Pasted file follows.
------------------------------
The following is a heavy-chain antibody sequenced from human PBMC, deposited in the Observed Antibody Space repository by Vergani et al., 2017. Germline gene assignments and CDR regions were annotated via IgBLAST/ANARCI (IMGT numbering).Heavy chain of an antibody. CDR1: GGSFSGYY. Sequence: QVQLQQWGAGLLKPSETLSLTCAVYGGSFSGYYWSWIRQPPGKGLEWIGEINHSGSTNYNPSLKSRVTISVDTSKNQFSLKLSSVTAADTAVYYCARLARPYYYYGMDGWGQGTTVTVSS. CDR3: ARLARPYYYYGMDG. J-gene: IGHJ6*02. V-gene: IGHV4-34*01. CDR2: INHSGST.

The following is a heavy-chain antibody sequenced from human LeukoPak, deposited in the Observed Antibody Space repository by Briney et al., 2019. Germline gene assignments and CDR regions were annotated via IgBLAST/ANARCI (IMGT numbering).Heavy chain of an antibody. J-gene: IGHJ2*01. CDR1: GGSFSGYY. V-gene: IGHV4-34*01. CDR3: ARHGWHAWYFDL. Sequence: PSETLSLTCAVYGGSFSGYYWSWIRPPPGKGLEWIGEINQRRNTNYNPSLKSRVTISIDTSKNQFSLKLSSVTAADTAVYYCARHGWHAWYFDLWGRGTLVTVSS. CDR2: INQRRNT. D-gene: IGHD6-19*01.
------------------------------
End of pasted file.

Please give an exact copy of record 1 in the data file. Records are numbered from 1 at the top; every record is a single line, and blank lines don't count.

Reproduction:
The following is a heavy-chain antibody sequenced from human PBMC, deposited in the Observed Antibody Space repository by Vergani et al., 2017. Germline gene assignments and CDR regions were annotated via IgBLAST/ANARCI (IMGT numbering).Heavy chain of an antibody. CDR1: GGSFSGYY. Sequence: QVQLQQWGAGLLKPSETLSLTCAVYGGSFSGYYWSWIRQPPGKGLEWIGEINHSGSTNYNPSLKSRVTISVDTSKNQFSLKLSSVTAADTAVYYCARLARPYYYYGMDGWGQGTTVTVSS. CDR3: ARLARPYYYYGMDG. J-gene: IGHJ6*02. V-gene: IGHV4-34*01. CDR2: INHSGST.